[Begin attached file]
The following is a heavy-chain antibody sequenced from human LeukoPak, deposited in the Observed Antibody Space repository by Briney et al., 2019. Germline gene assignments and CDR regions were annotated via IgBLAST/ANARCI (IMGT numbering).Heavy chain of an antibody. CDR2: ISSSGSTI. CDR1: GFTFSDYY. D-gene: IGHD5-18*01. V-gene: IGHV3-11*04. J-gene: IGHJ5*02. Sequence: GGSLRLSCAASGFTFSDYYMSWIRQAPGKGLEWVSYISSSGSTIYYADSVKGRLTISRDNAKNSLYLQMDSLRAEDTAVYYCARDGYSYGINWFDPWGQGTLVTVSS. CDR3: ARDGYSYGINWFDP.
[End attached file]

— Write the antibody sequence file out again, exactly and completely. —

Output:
The following is a heavy-chain antibody sequenced from human LeukoPak, deposited in the Observed Antibody Space repository by Briney et al., 2019. Germline gene assignments and CDR regions were annotated via IgBLAST/ANARCI (IMGT numbering).Heavy chain of an antibody. CDR2: ISSSGSTI. CDR1: GFTFSDYY. D-gene: IGHD5-18*01. V-gene: IGHV3-11*04. J-gene: IGHJ5*02. Sequence: GGSLRLSCAASGFTFSDYYMSWIRQAPGKGLEWVSYISSSGSTIYYADSVKGRLTISRDNAKNSLYLQMDSLRAEDTAVYYCARDGYSYGINWFDPWGQGTLVTVSS. CDR3: ARDGYSYGINWFDP.